Monthly Archives: June 2010

My hairstyle as a metaphor for my life

So, my hair. I’ve had an interesting relationship with it. Mostly, we’ve gotten along and it’s a strong friendship formed over these many years. But, like with any relationship, there are things I don’t like about the other party. I wish my hair was thicker and either curly or straight, not this weird in-between place it likes to call home. When it’s hot and humid out, I get little curly cues at my temples – not the cute kind you see on toddlers, but the frizzy why-won’t-you-just-lay-flat kind. Like most things in life, I wish I could control it. But alas, my hair is its own person and I have to accept her for who she is.

Its only been in recent years that I’ve been diligent about keeping my hair cut and styled on a regular basis. My usual pattern is to cut it short, then let it grow long….then get tired of it and cut it off again…then get tired of short hair…and the cycle continues. I only went to the hair dresser every six months or so, when I absolutely couldn’t stand it’s scraggly state any more. My hair has been in a short bob for a few years now and I started going to the stylist regularly in Colorado. My friend cut my hair and I realized that it worked for me to make appointments before I left. I needed structure. Plus, with short hair, you have to keep it more maintained than when its long. So I started getting my hair cut every six weeks and it looked pretty cute, if I do say so myself.

This year I’ve decided I’m tired of the short hair and I’m ready to go long again. The problem is, my hair naturally looks good short and, in all honesty, its not in top form when it falls past my shoulders. Oh, it’s fine, but it lays kind of flat and doesn’t get a lot of attention. But I love the convenience of long hair! I can throw it up in a ponytail whenever I want and it just doesn’t take much work in the morning. I’m all for low-maintenance.

I’ve been kind of excited about growing it out, but if you’ve ever done this, you know that it is a painstaking process. I went to the hair dresser a couple of months ago and had her cut the split ends and make it all healthy – to ensure an optimum growth environment. I had another appointment yesterday and before I went, I thought it was a little unnecessary because my hair was doing fine. A trim would have spruced it up, but it wasn’t vital. I went to the appointment and sighed with pleasure as Robin shampooed my hair and massaged my head. Side note: is there anything better than having someone wash your hair?! Heaven. Anyway, she washed, she cut, we talked. As she was finishing up, she mentioned something about keeping it at this length, is this how I wanted it, yada yada yada. And I thought, oh no, we are not on the same page. She obviously didn’t realize that when I said I wanted to “grow it out,” I meant until it fell past my shoulders. I got frustrated because I didn’t know how to tell her that I no, I didn’t want it in a bob anymore and yes, I do want it to be long. I even told my sister one time, “I don’t care if it looks good short, I want it long!” But I didn’t know how to tell Robin because, after all, she’s the expert. She knows how my hair would look best and I didn’t want to hear her to say that it actually isn’t a good idea for me to have long hair.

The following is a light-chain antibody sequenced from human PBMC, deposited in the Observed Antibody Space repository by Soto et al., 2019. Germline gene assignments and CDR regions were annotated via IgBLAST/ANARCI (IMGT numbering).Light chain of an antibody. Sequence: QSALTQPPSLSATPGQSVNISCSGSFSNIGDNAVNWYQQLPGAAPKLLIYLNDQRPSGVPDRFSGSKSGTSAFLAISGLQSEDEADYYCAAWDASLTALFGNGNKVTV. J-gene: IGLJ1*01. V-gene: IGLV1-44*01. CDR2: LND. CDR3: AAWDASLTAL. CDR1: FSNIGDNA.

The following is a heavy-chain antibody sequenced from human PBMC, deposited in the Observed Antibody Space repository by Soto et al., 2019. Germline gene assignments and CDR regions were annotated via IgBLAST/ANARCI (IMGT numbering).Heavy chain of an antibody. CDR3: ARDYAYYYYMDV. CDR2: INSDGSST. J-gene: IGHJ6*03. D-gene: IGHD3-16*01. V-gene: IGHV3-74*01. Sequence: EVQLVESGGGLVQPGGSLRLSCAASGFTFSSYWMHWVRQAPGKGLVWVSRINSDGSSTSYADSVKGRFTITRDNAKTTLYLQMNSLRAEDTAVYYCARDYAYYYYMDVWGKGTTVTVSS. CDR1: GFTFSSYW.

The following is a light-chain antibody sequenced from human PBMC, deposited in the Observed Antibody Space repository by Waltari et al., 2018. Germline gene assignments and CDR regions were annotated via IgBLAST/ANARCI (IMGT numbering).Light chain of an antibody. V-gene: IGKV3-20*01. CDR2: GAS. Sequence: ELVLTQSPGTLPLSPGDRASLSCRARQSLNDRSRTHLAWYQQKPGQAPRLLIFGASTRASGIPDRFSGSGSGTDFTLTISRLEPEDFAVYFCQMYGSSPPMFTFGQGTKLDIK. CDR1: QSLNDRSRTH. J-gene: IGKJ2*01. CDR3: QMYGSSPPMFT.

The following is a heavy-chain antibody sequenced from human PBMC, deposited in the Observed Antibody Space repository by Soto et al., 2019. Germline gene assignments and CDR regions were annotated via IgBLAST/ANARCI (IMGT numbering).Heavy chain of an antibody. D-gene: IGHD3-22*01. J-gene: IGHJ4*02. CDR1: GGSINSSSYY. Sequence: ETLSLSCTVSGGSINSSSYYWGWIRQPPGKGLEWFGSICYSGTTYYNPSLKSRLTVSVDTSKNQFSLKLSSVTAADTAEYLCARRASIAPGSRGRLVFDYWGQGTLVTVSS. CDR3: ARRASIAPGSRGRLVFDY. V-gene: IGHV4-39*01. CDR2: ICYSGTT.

Right now, I can’t believe I’ve written this much about my hair. But stick with me, I’m going somewhere…

As I left Robin’s house yesterday with an adorable haircut and a scowl on my face, I realized that my approach to my hair is how I approach life. It is interesting to me that my big issues in life manifest themselves in small ways. No area of my life is free from my personality. This issue with how I want my hair is the same way I feel about my career. When I was a teacher, people told me how good I was at it, but I brushed them off and said that I didn’t care because what I really wanted to do was Young Life. When someone says my hair looks good short, I think they better not get too attached because I like it long. I get this idea in my head of what I want and nothing else will do. If I want long hair, by golly, I’ll grow it out. If I want to go on Young Life staff, I’m gonna try my darndest to make that happen. I completely shut out the opinions and wisdom of others to pursue the thing I want. This has happened in my relationships too. In the past, I didn’t listen when people said, “Don’t date him,” because I wanted to. So I did. Apparently nothing can get in the way of me getting what I want.